The U.S. report reveals that a lack of accountability for official misconduct persisted at all levels of government in India, contributing to widespread impunity.
The U.S. Department of State in its annual country reports on human rights practices released on April 12, 2022 has reported extreme corruption and human rights violations in India.
In an exclusive section, “Corruption and Lack of Transparency in Government,” the report asserts that the law provides criminal penalties for corruption by officials at all levels of government in India. However, officials frequently engaged in corrupt practices with impunity while there were numerous reports of government corruption during the year.
The report adds that corruption was present at multiple levels of government. In June the country’s anticorruption ombudsman reported it had received 110 corruption complaints, including four against members of parliament, during the year.
According to the report, NGOs reported the payment of bribes to expedite services, such as police protection, school admission, water supply, and government assistance. Also, civil society organizations drew public attention to corruption throughout the year, including through demonstrations and websites that featured stories of corruption.
The U.S. report further reveals that a lack of accountability for official misconduct persisted at all levels of government in India, contributing to widespread impunity. While investigations and prosecutions of individual cases took place, lax enforcement, a shortage of trained police officers, and an overburdened and underresourced court system contributed to a low number of convictions, the report said.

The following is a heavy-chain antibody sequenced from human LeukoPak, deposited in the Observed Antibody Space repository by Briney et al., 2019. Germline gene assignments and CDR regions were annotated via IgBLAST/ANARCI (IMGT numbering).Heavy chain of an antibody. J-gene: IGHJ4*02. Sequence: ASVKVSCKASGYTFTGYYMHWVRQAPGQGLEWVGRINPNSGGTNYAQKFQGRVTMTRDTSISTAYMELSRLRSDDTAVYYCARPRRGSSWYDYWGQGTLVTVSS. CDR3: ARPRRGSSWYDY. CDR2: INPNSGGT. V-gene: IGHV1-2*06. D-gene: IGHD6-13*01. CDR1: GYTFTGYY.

As regards human rights violations in India, the report says that significant human rights issues were observed. These included credible reports of unlawful and arbitrary killings, including extrajudicial killings by the government or its agents, torture and cases of cruel, inhuman, or degrading treatment or punishment by police and prison officials.
According to the report, there are cases of arbitrary or unlawful interference with privacy, restrictions on free expression and media, including violence, threats of violence, or unjustified arrests or prosecutions against journalists, use of criminal libel laws to prosecute social media speech, and restrictions on internet freedom in India.
The annual Country Reports on Human Rights Practices – the Human Rights Reports – cover internationally recognized individual, civil, political, and worker rights, as set forth in the Universal Declaration of Human Rights and other international agreements.
The U.S. Department of State submits reports on all countries receiving assistance and all United Nations member states to the U.S. Congress in accordance with the Foreign Assistance Act of 1961 and the Trade Act of 1974.
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